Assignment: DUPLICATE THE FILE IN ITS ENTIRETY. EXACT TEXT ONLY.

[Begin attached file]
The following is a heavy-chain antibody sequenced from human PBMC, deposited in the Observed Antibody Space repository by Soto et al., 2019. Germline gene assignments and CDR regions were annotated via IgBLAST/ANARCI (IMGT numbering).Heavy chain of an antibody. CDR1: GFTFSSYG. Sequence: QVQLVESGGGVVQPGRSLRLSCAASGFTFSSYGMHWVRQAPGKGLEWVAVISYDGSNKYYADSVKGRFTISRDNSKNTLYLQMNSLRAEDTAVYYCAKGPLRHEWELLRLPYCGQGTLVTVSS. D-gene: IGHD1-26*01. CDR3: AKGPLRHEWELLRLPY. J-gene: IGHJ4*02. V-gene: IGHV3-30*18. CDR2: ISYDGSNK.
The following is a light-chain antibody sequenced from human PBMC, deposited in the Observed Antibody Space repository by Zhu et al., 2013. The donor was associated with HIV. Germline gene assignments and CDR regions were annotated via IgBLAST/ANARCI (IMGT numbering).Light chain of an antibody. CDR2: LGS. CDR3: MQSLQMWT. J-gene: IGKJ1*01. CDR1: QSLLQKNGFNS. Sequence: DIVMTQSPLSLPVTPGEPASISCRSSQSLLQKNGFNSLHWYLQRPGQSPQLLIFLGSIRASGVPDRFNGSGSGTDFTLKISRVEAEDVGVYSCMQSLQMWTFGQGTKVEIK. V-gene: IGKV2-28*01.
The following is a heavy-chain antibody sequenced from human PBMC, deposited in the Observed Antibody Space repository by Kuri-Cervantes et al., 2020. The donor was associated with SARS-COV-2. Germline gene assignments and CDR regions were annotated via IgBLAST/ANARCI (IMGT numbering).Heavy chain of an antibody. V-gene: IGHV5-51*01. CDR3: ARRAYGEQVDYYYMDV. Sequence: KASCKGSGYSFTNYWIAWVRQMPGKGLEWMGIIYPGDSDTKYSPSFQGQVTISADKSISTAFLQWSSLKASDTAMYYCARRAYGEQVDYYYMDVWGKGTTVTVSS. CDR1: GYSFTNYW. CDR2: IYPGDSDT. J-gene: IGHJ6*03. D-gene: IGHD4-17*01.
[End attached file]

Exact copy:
The following is a heavy-chain antibody sequenced from human PBMC, deposited in the Observed Antibody Space repository by Soto et al., 2019. Germline gene assignments and CDR regions were annotated via IgBLAST/ANARCI (IMGT numbering).Heavy chain of an antibody. CDR1: GFTFSSYG. Sequence: QVQLVESGGGVVQPGRSLRLSCAASGFTFSSYGMHWVRQAPGKGLEWVAVISYDGSNKYYADSVKGRFTISRDNSKNTLYLQMNSLRAEDTAVYYCAKGPLRHEWELLRLPYCGQGTLVTVSS. D-gene: IGHD1-26*01. CDR3: AKGPLRHEWELLRLPY. J-gene: IGHJ4*02. V-gene: IGHV3-30*18. CDR2: ISYDGSNK.
The following is a light-chain antibody sequenced from human PBMC, deposited in the Observed Antibody Space repository by Zhu et al., 2013. The donor was associated with HIV. Germline gene assignments and CDR regions were annotated via IgBLAST/ANARCI (IMGT numbering).Light chain of an antibody. CDR2: LGS. CDR3: MQSLQMWT. J-gene: IGKJ1*01. CDR1: QSLLQKNGFNS. Sequence: DIVMTQSPLSLPVTPGEPASISCRSSQSLLQKNGFNSLHWYLQRPGQSPQLLIFLGSIRASGVPDRFNGSGSGTDFTLKISRVEAEDVGVYSCMQSLQMWTFGQGTKVEIK. V-gene: IGKV2-28*01.
The following is a heavy-chain antibody sequenced from human PBMC, deposited in the Observed Antibody Space repository by Kuri-Cervantes et al., 2020. The donor was associated with SARS-COV-2. Germline gene assignments and CDR regions were annotated via IgBLAST/ANARCI (IMGT numbering).Heavy chain of an antibody. V-gene: IGHV5-51*01. CDR3: ARRAYGEQVDYYYMDV. Sequence: KASCKGSGYSFTNYWIAWVRQMPGKGLEWMGIIYPGDSDTKYSPSFQGQVTISADKSISTAFLQWSSLKASDTAMYYCARRAYGEQVDYYYMDVWGKGTTVTVSS. CDR1: GYSFTNYW. CDR2: IYPGDSDT. J-gene: IGHJ6*03. D-gene: IGHD4-17*01.